What You’ll Find in This Post:
The prevalence of Greek in Greece (that will make sense once you start reading)
Some fun facts about the Greek language
My experience with language in other countries compared to Greece
A building covered in graffiti, Athens
The languages you encounter when you travel abroad is part of what gives a place character, what makes the experience unique. It’s all part of the cultural emersion . . . for better or worse. As great as a new language may be, not being able to communicate or comprehend can contribute to culture shock, one of the negative side effects of life abroad. In my experience, though, I’d never been to a place that didn’t speak English. After all, even if English wasn’t one of the official languages, it’s become the lingua franca, a global common tongue.
That said, I figured that if North Africa and the Middle East were filled with English-speakers, Greece probably would be too, especially considering it was a European country. However, after arriving in Athens, I quickly realized that English wasn’t the name of the game in most situations.
Before we continue, though, you should know that this is a rather short post, one without any grand words of wisdom. This is simply a summary of my observations and experiences with language in Athens, something I wanted to write about because it was so different than my experiences with language in the other countries, I’d wound up in.
So, let’s begin.
Everything was in Greek
A street in Athens with graffiti on the wall of a business
On one hand, this is a “no duh” kind of comment; of course everything was in Greek! However, it’s like I mentioned earlier: I thought English would be present more often than it ultimately was. I also thought that if not English, there was bound to be some other language coupled with Greek. For example, Moroccan products listed things in French and Arabic, Qatari products listed things in Arabic and English, and even American products often have English and Spanish on them. In Greece, however, everything was in Greek; it wasn’t a very multilinguistic atmosphere.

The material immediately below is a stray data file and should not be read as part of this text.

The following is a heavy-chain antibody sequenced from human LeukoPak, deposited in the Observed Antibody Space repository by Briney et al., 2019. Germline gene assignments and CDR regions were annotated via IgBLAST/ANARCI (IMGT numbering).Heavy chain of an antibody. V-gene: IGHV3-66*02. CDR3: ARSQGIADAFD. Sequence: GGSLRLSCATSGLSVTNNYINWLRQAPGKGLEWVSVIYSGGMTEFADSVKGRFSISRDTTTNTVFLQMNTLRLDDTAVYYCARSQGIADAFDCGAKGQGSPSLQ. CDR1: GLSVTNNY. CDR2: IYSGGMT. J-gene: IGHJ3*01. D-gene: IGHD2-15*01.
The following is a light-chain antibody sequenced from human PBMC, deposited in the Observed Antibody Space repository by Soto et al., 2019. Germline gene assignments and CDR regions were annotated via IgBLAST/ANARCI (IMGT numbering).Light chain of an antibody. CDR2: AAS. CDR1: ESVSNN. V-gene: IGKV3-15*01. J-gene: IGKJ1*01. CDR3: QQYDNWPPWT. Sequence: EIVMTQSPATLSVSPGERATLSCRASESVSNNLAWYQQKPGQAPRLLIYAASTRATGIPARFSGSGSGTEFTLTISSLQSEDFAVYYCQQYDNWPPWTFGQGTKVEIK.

I learned that the Greek language is nearly 3000 years old
If you’re looking for some fun facts, check out Nestor’s Cup, an inscribed cup with one of the oldest examples of Greek written language. The inscription is a sort of lyrical joke.
I also learned that “Greece” is actually derived from the Latin word “Graecia”. In contrast, Greece in Greek is actually “Hellas” or “Hellada”, which is means Greek people are “Hellenes”. This also explains why the official name of Greece is the Hellenic Republic.
It was a bizarre picking up an American candy bar and seeing the entire label written in Greek and only Greek.
Graffiti on some rocks at the Acropolis
Looking at the written Greek language was a unique experience. My English-reading eyes were used to looking at foreign languages like Spanish or even French languages where you often find familiar words in part because all three languages use the same letters and make similar sounds. Then, on the opposite end of the spectrum, there are languages like Arabic where I can look at it and only see shapes because it uses different symbols to represent sounds and it’s read from right to left. Greek, though, was stuck somewhere in between; it was like looking at a scrambled code, where it looks a little familiar and yet is completely unreadable.
The only time I consistently saw English pop up was in the graffiti
It was displacing to walk down the street and be surrounded by an unfamiliar visible and audible language. In America, I was naturally always surrounded by English. Then in Qatar, I always had English to read, usually had English to speak, and heard a variety of Arabic, South Asian, and Southeast Asian languages while out & about. Greece, however, offered a blanket of exclusively Greek.
Everyone knew what “vegetarian” meant, though.
I had an interesting moment where a guy thought I understood Greek,. You see, I got a leather bracelet made for my dad, one where you could get metal wire wrapped around it to spell out something, like a name. The craftsman told me to write what I wanted spelled on a piece of paper, and so I did: I wrote “ΑΦΑ”. That’s Alpha Phi Alpha, my father’s fraternity. The craftsman was so surprised, smiling and saying, “This is Greek. You know this is Greek? You know Greek?!” And I’m like… No, I only know eight letters.
With the history of the Greek language, it was kind of funny seeing it written on everything, trashcans included.